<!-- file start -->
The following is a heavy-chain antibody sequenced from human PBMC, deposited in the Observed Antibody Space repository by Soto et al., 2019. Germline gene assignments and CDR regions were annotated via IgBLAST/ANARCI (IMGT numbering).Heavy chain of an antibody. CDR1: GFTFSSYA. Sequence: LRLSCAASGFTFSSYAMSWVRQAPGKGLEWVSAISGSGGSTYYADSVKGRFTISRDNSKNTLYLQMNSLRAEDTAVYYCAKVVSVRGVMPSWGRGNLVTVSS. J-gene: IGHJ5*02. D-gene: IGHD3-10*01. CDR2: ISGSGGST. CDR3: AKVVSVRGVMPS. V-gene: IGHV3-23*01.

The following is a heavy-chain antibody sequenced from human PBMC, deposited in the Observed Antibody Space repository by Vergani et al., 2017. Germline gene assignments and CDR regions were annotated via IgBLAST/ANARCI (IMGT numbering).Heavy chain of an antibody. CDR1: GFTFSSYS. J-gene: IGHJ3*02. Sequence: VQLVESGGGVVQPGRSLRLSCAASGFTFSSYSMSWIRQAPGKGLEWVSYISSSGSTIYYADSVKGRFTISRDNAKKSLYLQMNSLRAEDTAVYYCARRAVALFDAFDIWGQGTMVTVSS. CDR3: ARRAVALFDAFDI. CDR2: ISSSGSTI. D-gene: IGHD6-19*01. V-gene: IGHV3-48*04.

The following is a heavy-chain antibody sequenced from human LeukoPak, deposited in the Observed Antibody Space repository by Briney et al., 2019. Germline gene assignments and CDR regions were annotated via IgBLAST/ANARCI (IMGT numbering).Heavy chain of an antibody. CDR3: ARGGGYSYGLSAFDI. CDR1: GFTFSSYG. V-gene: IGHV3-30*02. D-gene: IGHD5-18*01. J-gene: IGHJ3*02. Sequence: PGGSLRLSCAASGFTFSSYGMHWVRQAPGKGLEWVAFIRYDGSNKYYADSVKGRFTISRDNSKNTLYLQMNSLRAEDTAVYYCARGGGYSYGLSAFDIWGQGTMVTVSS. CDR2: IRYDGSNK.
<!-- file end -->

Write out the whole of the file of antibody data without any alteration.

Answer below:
The following is a heavy-chain antibody sequenced from human PBMC, deposited in the Observed Antibody Space repository by Soto et al., 2019. Germline gene assignments and CDR regions were annotated via IgBLAST/ANARCI (IMGT numbering).Heavy chain of an antibody. CDR1: GFTFSSYA. Sequence: LRLSCAASGFTFSSYAMSWVRQAPGKGLEWVSAISGSGGSTYYADSVKGRFTISRDNSKNTLYLQMNSLRAEDTAVYYCAKVVSVRGVMPSWGRGNLVTVSS. J-gene: IGHJ5*02. D-gene: IGHD3-10*01. CDR2: ISGSGGST. CDR3: AKVVSVRGVMPS. V-gene: IGHV3-23*01.

The following is a heavy-chain antibody sequenced from human PBMC, deposited in the Observed Antibody Space repository by Vergani et al., 2017. Germline gene assignments and CDR regions were annotated via IgBLAST/ANARCI (IMGT numbering).Heavy chain of an antibody. CDR1: GFTFSSYS. J-gene: IGHJ3*02. Sequence: VQLVESGGGVVQPGRSLRLSCAASGFTFSSYSMSWIRQAPGKGLEWVSYISSSGSTIYYADSVKGRFTISRDNAKKSLYLQMNSLRAEDTAVYYCARRAVALFDAFDIWGQGTMVTVSS. CDR3: ARRAVALFDAFDI. CDR2: ISSSGSTI. D-gene: IGHD6-19*01. V-gene: IGHV3-48*04.

The following is a heavy-chain antibody sequenced from human LeukoPak, deposited in the Observed Antibody Space repository by Briney et al., 2019. Germline gene assignments and CDR regions were annotated via IgBLAST/ANARCI (IMGT numbering).Heavy chain of an antibody. CDR3: ARGGGYSYGLSAFDI. CDR1: GFTFSSYG. V-gene: IGHV3-30*02. D-gene: IGHD5-18*01. J-gene: IGHJ3*02. Sequence: PGGSLRLSCAASGFTFSSYGMHWVRQAPGKGLEWVAFIRYDGSNKYYADSVKGRFTISRDNSKNTLYLQMNSLRAEDTAVYYCARGGGYSYGLSAFDIWGQGTMVTVSS. CDR2: IRYDGSNK.